An anti-terror hotline took 20 times more calls last year than seven years ago, BBC Asian Network has learnt.
The line - set up after 9/11 to stop similar attacks in the UK - received 546 calls between 2002 and 2003, but 11,260 calls were recorded last year.
Police say this is partly down to radio and tv adverts raising the public's awareness of suspicious behaviour.
But campaigners say the adverts have labelled Muslim communities as terrorists - a claim the police deny.
Saleh Mamon, from the Campaign Against Criminalising Communities (Campacc) said: "This strategy has been extremely damaging to community relations, to social cohesion.
"It's a snooper's charter, do we really want to live an a society like that?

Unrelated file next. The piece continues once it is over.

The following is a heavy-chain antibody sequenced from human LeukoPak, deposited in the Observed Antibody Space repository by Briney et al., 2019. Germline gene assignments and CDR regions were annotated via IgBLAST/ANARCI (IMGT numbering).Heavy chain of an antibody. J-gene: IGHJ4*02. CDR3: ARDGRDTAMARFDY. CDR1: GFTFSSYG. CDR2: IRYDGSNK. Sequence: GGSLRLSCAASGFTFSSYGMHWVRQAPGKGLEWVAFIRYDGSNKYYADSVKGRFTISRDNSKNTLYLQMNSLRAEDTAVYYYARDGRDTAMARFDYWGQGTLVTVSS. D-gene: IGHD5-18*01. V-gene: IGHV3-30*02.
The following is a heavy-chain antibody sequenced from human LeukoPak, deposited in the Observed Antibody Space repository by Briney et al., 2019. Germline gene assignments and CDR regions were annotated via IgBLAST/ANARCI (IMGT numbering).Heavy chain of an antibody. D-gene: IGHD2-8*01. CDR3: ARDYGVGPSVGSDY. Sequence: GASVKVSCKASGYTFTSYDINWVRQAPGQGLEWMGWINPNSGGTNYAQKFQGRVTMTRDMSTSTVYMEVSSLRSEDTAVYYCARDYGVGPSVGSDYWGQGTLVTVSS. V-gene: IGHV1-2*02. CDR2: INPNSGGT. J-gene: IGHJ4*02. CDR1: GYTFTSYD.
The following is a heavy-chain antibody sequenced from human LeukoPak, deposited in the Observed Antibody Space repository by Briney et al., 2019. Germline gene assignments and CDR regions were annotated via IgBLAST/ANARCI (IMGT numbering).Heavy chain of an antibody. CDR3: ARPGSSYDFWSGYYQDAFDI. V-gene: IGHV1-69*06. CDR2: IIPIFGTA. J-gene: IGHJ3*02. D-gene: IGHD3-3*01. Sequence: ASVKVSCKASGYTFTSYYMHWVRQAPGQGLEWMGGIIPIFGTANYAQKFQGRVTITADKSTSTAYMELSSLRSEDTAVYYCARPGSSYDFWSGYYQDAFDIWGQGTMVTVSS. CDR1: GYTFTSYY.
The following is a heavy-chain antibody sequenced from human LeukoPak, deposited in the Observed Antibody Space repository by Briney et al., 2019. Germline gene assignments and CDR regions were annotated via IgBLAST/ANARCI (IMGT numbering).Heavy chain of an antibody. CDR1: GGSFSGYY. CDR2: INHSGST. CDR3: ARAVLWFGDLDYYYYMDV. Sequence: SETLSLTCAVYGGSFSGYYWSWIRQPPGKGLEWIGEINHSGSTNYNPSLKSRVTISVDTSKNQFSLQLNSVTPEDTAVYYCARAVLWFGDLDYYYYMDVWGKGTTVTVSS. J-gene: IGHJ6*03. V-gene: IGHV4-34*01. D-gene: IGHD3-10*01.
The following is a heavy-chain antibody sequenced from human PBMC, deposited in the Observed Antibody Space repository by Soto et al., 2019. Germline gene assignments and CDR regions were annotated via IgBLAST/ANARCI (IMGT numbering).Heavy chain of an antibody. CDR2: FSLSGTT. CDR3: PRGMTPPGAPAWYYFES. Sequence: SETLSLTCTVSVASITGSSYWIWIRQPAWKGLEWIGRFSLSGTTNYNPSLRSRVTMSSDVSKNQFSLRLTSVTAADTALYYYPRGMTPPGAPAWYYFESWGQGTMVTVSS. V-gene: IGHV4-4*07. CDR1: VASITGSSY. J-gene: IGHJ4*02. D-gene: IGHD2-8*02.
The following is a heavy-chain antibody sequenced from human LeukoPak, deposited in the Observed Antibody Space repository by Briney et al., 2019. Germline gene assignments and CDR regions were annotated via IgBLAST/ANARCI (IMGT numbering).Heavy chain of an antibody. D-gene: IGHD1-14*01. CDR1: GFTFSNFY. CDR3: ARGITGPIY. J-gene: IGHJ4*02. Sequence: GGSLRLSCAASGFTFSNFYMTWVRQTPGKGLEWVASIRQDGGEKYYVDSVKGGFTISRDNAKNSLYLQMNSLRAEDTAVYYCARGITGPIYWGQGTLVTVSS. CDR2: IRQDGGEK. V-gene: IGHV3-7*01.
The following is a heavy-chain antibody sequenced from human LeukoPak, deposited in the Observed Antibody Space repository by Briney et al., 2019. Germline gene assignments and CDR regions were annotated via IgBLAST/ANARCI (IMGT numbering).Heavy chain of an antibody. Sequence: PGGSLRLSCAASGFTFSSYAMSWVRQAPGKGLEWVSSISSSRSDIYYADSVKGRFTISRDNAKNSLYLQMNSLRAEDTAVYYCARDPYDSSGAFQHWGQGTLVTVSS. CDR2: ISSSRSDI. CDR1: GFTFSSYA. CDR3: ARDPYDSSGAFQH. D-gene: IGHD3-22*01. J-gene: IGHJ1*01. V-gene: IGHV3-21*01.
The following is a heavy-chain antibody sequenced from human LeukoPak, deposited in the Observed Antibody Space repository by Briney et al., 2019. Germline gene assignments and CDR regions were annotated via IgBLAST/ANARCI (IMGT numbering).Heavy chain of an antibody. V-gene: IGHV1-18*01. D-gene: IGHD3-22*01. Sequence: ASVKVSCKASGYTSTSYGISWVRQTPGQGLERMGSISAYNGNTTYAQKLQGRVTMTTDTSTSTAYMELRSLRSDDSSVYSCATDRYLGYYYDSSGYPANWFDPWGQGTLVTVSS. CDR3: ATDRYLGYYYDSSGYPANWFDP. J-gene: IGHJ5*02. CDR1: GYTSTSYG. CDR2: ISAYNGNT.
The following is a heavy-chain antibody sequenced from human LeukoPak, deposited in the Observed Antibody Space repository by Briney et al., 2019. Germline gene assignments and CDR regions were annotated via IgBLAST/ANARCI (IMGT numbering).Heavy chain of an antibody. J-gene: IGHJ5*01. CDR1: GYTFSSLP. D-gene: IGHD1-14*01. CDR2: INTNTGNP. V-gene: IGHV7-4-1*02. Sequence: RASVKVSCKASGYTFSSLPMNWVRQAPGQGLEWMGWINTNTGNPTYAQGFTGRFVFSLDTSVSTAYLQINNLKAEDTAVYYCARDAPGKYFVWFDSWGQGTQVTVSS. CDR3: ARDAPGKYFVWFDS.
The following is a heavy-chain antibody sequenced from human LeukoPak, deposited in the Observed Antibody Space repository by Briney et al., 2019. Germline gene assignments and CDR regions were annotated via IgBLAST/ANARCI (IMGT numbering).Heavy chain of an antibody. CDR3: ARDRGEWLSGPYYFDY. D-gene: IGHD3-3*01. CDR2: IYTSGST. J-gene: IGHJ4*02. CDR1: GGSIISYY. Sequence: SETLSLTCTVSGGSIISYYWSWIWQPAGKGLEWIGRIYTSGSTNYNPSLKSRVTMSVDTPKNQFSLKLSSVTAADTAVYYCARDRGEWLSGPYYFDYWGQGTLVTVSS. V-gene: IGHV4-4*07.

"The exposure the public has had over the years - you mention 9/11 and 7/7 and you see they are Muslims, so who are the public going to think of?"
But Acpo says the confidential phone line plays an important role in the fight against terror.
A spokesman said: "Terrorists will not succeed if people report something unusual to police they have seen while going about their daily lives.
"All information received is thoroughly analysed by experienced officers before and if any action is taken. No one is targeted because of their race, religion or culture."
Earlier this month the Advertising Standards Authority banned an advert for the hotline which suggested suspicious behaviour could include paying with cash and keeping curtains drawn.
It said the ad, broadcast on Talksport, could have caused "serious offence" to law-abiding people.